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Results

The following is a summary of the systematic review findings up to the date of our most recent literature search. If you have a specific clinical case, we strongly recommend you read all of the relevant references as cited and look for additional material published outside our search dates.

 

Overall results

  • Of 171 studies reviewed (four foreign language articles), five studies were included 1-5
  • Study designs: all case studies
  • Total data: data on five children
  • Ranking of abuse was one (4/5) or two (1/5)
  • Age: ranging 0-18 years for the group, as a whole
  • Four cases were aged less than 30 months
  • The fifth case was in their late teenage years
  • Gender: two boys, three girls
  • No study addressed disabled children

 

Influence of ethnicity and socio-economic group

  • One child noted to be white, no details on the other cases
  • No detail on socio-economic group

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References

  1. Fulton PR. Child abuse and a bite mark. A case report. Journal of Forensic Odonto-Stomatology. 1984;2(2):53-55 [Pubmed citation only]
  2. Gold MH, Roenigk HH, Smith ES, Pierce LJ. Human bite marks. Differential diagnosis. Clinical Pediatrics. 1989;28(7):329-331 [Pubmed]
  3. Lee LY, Ilan J, Mulvey T. Human biting of children and oral manifestations of abuse. A case report and literature review. Journal of Dentistry for Children. 2002;69(1):92-95 [Pubmed]
  4. Levine LJ. The solution of a battered-child homicide by dental evidence: report of case. Journal of the American Dental Association. 1973;87(6):1234-1236 [Pubmed citation only]
  5. MacDonald DG, MacFarlane TW. Forensic odontology. Report of a case involving bitemarks. Glasgow Dental Journal. 1972;3(1):16-19 [Pubmed citation only]

Details of included studies

In all included cases children had suffered physical abuse and the bite was confirmed by a forensic dentist

 

Case 1

  • Child noted in foster care to have a vivid discoloured bite mark to the abdomen 1
  • Clinical photograph taken; although the photo did not contain the appropriate measuring device, it was still possible to derive the width, central ecchymotic area and lengths of linear marks from incisal edges 1
  • Examination of three potential suspects confirmed the grandmother to be the only possible perpetrator 1
  • This case highlights the importance of early accurate photography 1

 

Case 2

  • 30/12 old child with four day history of annular lesions, initially diagnosed as ringworm 2
  • Dermatologist confirmed the lesions were bites due to their shapes and patterns 2
  • Dental impressions excluded family members; nursery staff were suspected. This resulted in a forensic dental assessment 2
  • This case highlights the importance of seeking further opinion and dental casts by forensic dentists 2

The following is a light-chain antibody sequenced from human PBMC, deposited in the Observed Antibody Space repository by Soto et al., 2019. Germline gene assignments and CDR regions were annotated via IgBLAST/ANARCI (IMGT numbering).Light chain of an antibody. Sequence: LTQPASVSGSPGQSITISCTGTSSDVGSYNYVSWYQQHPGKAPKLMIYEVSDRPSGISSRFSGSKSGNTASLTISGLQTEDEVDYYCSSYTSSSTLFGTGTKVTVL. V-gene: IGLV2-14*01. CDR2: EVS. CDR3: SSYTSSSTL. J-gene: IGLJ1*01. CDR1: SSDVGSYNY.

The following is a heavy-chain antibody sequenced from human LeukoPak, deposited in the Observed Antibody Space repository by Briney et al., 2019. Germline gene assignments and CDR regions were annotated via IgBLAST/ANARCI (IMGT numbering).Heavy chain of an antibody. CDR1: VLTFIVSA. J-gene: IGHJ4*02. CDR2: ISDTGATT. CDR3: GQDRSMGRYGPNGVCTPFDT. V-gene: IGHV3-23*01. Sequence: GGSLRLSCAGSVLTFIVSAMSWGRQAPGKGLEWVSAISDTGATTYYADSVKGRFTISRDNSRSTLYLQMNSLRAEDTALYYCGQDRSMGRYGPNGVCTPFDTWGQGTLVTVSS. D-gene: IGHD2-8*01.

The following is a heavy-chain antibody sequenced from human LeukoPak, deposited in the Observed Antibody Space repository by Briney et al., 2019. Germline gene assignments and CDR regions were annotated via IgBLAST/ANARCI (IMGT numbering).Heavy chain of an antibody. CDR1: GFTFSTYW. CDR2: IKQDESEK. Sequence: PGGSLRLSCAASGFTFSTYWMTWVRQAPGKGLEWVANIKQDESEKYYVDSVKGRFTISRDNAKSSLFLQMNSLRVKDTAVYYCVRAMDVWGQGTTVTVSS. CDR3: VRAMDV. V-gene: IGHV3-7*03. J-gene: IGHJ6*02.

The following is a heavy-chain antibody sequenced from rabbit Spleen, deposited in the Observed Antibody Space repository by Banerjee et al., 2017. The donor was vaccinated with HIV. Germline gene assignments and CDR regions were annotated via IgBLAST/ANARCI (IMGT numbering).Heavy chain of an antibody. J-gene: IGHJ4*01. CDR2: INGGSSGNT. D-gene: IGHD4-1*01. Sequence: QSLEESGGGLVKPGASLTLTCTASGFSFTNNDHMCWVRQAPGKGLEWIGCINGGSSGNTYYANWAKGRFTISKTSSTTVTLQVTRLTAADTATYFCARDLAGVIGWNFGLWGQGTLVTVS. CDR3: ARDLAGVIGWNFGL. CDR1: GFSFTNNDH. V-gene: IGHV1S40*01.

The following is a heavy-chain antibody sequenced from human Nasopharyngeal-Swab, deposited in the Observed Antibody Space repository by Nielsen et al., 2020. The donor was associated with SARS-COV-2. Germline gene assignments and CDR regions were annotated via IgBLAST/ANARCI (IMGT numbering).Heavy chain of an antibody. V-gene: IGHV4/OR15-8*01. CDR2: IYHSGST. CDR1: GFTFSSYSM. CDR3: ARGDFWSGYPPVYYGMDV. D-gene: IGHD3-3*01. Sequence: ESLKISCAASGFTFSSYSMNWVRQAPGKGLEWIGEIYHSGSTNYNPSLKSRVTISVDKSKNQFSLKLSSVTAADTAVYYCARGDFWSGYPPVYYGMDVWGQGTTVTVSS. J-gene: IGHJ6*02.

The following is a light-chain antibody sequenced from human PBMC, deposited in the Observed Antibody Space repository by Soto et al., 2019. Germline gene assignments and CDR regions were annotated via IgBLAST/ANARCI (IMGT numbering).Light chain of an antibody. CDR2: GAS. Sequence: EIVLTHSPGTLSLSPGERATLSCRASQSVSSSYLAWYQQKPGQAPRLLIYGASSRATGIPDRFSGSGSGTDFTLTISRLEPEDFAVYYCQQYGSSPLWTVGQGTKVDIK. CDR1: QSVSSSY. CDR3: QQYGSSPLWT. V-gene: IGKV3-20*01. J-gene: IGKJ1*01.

Case 3

  • 10/12 old child with lesions to back of the tongue, characteristic arc shape with concave surface pointing labially.  This case could, therefore, not have been self induced 3
  • Intercanine distance was consistent with an adult bite from six days earlier 3
  • Associated injuries included multiple fractures and intracranial injury 3
  • This case highlights the importance of noting exact contours and measurements 3

 

Case 4

  • A six-week-old murdered infant, noted to have three lesions with oval marks, central sparing with slight ecchymosis and no abrasions 4
  • Arch size and slightly oval bite pattern are consistent with a child’s dentition; absent permanent teeth and deciduous molars indicated it was caused by child aged 2 ½ – 6 years 4
  • A four and a half year old child was identified as the perpetrator out of 37 possible contacts 4
  • In the absence of the bite, the child would not have been considered as a possible perpetrator 4

 

Case 5

  • A teenage girl was assaulted and bitten on her hand 5
  • Distinguishing features of the bite: two arcs joined at a diffuse larger mark; one fairly continuous lesion with four separate components – two circular marks, two elongated next to each other. The elongated marks were caused by upper central incisors, the circular marks were caused by canines 5
  • The intercanine distance of 23mm suggests abnormal teeth, thus enabling identification of the suspect 5
  • This case was the first report of a bite on a child assisting forensic identification 5

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References

  1. Fulton PR. Child abuse and a bite mark. A case report. Journal of Forensic Odonto-Stomatology. 1984;2(2):53-55 [Pubmed citation only]
  2. Gold MH, Roenigk HH, Smith ES, Pierce LJ. Human bite marks. Differential diagnosis. Clinical Pediatrics. 1989;28(7):329-331 [Pubmed]
  3. Lee LY, Ilan J, Mulvey T. Human biting of children and oral manifestations of abuse. A case report and literature review. Journal of Dentistry for Children. 2002;69(1):92-95 [Pubmed]
  4. Levine LJ. The solution of a battered-child homicide by dental evidence: report of case. Journal of the American Dental Association. 1973;87(6):1234-1236 [Pubmed citation only]
  5. MacDonald DG, MacFarlane TW. Forensic odontology. Report of a case involving bitemarks. Glasgow Dental Journal. 1972;3(1):16-19 [Pubmed citation only]

 

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